6 thoughts on “Whole Life Insurance Loans are a Scam”

  1. I wanted to ask a question regarding the simple interest charged by the insurer vs the compounding nature of credited interest on the cash value. I’m going to throw out an example and you can comment. For the example I’m going to assume no new premium payments year after year to keep the numbers simple.

    Account Cash Value: $10,000
    Dividend rate: 4.75%
    Loan rate: 5%

    Say I take a loan for most of CV, $9,500. My understanding is that interest is charged up front, so $475 will be added to the CV taken, leaving a CV of $25.

    At the end of the year, I receive my dividend of $475, so my CV goes to $10,000+$475-$9,500-$475= $500

    At the start of year two, they charge the $475 interest for the loan again (this is where the simple interest kicks in, since technically I owe them $9500+475 from the first year), leaving CV of $25.

    At the end of the year, I receive a higher dividend of $498 ($10,475*4.75%), so my CV goes to $10,475+$498-$9,500-$475-475= $523

    This shows how the credited dividend is being compounded, but the interest charged is not. The first year the interest gained and interest owed were the same, but the next year interest gained was higher already.

    Two questions:

    1. Is my example here correct?

    2. What happens if I took out the $9,500 loan and repaid it in 6 months, would half the interest charged of $475 be re-credited to me?

    3. What if I made 5 payments of $1,900 ($9500 total)? What would I owe in interest?

    Thanks in advance for the response.

    • Hello Aurelien,

      Interest can be chaged either in advance or arrears, and arrears is typically more common.

      Interest will compound if allowed to capitalize (i.e. not paid at the end of the year when due).

      If you paid the loan off 6 months later what happens depends on the companies approach to charging interest. If charged in advanced, then you’ll have to pay 6/12 of the interest charge. If in arrears, there will be no interest charge.

      For companies charging in advance, you can often get it refunded if you ask to have it refunded.

      The 5 payments again depend on the interest charging method. If in advance, then the interest is charged fractionally per month. If in arrears then nothing.

      • Thanks Brandon,

        What companies charge the interest in arrears? That seems like a pretty nice deal, having the possibility of taking out a loan for 11 months and paying it back in full with no interest.

        • Actually there are probably more companies that charge in arrears than charge in advanced. From our whole life list, MassMutual, Penn Mutual, MetLife and Ohio National all do.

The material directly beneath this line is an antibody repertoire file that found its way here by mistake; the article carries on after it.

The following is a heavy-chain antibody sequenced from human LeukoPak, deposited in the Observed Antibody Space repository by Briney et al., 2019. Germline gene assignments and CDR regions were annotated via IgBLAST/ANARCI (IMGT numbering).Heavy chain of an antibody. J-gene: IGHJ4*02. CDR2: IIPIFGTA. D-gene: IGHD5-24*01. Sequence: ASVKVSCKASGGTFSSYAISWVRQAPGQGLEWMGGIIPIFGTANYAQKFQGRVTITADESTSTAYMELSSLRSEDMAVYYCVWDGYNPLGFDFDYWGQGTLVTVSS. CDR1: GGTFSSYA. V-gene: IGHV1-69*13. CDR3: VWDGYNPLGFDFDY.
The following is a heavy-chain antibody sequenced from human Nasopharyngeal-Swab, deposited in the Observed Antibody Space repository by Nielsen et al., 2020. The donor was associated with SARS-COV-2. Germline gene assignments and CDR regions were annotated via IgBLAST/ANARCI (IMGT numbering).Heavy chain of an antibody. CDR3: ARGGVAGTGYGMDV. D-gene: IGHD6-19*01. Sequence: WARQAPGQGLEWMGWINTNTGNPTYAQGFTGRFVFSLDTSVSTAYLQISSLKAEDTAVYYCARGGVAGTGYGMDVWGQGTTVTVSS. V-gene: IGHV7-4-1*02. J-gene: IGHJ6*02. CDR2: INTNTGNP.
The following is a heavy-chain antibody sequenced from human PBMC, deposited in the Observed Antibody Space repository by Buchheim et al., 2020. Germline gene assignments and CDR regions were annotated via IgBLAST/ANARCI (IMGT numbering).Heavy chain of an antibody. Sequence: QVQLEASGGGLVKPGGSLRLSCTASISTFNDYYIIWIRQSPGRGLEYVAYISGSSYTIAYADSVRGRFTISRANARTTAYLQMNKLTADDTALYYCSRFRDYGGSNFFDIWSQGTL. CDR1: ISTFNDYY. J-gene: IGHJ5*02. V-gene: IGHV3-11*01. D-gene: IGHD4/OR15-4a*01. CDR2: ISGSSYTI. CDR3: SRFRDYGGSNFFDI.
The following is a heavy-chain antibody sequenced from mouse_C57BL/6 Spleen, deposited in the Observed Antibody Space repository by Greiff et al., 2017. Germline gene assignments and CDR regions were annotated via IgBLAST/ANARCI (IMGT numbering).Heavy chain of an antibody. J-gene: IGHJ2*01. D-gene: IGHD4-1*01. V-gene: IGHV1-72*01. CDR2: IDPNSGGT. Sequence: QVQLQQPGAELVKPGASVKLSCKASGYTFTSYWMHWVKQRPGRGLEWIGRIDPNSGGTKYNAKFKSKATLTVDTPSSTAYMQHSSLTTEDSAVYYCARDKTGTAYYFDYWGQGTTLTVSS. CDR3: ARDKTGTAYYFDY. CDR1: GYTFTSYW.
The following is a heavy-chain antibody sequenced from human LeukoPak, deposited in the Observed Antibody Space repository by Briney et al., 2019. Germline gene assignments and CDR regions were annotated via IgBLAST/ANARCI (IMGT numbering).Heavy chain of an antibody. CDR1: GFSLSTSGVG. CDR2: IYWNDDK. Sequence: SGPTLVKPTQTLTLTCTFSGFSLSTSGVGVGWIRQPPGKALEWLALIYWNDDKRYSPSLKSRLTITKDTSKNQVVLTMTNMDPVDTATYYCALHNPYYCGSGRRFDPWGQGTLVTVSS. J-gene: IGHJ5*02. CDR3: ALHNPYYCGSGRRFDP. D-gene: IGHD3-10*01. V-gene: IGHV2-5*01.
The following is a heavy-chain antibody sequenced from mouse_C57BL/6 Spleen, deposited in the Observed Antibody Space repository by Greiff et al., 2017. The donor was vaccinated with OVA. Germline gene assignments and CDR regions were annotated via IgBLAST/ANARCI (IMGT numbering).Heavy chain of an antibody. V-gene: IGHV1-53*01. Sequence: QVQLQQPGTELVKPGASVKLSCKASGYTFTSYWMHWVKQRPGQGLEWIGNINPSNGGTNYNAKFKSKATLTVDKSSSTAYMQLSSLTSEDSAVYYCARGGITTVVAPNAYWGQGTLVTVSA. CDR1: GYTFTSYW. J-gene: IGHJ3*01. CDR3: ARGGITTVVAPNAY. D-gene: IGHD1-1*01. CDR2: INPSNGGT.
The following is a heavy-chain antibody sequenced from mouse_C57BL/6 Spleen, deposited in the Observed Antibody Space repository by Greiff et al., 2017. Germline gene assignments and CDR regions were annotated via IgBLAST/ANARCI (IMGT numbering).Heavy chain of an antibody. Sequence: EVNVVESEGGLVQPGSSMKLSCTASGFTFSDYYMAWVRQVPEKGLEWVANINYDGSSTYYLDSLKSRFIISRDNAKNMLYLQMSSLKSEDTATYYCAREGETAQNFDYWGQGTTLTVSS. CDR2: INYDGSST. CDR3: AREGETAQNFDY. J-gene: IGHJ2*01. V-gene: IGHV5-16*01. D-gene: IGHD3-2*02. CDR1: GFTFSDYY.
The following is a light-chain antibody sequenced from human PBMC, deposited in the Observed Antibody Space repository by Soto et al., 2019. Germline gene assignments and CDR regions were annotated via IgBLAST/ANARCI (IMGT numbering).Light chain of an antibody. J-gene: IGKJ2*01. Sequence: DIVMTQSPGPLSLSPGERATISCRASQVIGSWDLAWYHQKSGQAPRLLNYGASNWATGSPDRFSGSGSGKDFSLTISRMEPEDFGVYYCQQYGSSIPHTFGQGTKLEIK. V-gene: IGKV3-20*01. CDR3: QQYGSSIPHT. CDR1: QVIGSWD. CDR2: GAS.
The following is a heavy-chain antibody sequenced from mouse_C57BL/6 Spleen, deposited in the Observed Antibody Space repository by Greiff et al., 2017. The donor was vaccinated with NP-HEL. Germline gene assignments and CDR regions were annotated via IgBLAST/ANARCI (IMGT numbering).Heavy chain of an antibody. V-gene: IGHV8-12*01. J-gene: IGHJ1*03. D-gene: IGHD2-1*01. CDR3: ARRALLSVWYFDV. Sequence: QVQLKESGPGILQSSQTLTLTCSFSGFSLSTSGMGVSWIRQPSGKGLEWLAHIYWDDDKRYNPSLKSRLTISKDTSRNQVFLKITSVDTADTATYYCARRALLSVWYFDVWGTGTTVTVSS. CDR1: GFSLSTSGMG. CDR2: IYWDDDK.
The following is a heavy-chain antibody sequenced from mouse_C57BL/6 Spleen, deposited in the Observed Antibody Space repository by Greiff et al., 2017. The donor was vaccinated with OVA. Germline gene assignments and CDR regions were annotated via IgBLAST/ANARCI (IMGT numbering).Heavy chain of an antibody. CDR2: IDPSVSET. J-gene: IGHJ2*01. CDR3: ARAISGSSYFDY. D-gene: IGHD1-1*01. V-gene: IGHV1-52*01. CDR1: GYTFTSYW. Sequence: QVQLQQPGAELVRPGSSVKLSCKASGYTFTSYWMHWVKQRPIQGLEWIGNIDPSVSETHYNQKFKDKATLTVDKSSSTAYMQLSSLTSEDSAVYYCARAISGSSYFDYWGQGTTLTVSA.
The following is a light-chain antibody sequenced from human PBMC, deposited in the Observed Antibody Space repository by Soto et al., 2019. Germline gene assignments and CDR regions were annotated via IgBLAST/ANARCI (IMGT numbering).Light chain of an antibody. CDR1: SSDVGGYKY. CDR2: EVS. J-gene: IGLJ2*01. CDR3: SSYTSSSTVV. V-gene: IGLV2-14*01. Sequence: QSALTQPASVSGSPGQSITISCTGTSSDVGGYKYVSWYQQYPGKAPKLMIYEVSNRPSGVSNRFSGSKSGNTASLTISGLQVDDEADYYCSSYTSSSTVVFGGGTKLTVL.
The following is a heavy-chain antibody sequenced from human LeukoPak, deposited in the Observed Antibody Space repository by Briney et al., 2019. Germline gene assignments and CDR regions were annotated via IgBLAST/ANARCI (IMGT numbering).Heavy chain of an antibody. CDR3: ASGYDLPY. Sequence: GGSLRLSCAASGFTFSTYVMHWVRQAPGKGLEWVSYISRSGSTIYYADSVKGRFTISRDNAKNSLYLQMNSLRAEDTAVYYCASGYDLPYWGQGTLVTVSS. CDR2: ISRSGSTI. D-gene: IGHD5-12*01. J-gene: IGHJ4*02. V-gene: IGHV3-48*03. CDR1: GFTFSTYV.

2. I’m looking to replace my mortgage with an Interest Only+ WL banking policy.

    I’m just having a hard time wrapping my head around how this works.

    Lets say we have a $90,000 current mortgage at 3.5% with a 15 year fixed. Payment is $1000 per month with P+I+Escrow.

    Is it possible to take out an interest only at 2.8% for 10 years with a $218 per month payment then fund a WL policy which you put $800 per month into then draw that out in the form of loans to put toward the home?

    At the end of 10 years would you not only own the home but also have $90,000 plus back in your “own bank”?

    • Hi Michael,

      While you could be leveraging the money that you saved in the whole life policy (i.e. earning interest and dividends on it) you wouldn’t have $90,000 available to you after 10 years if you used loans from the policy to pay off the mortgage at year 10. To be clear it will exit, and you’ll earn money on it, but it won’t be available in full as a large portion of it will be pledged as collateral for a policy loan that was used to payoff the mortgage.

      It’s entirely possible to set up a policy that is capable of having the money to payoff the mortgage in 10 years if you fund at $800 per month for 10 years. You’ll want to consider the following:

      1. Do you plan to place $800 into the policy after year 10 (if you don’t it’s not a deal breaker, just requires some more careful attention to the policy design).

      2. Do you plan to pay down the loan you will create when to payoff the mortgage? It’s not necessarily a requirement, but this will most likely work best if you approach it with that plan in mind.

      This will work. You should ensure that the rates are correct and that the payments are correct. You should also be sure to factor in any misc. fees on the mortgage when it is originated.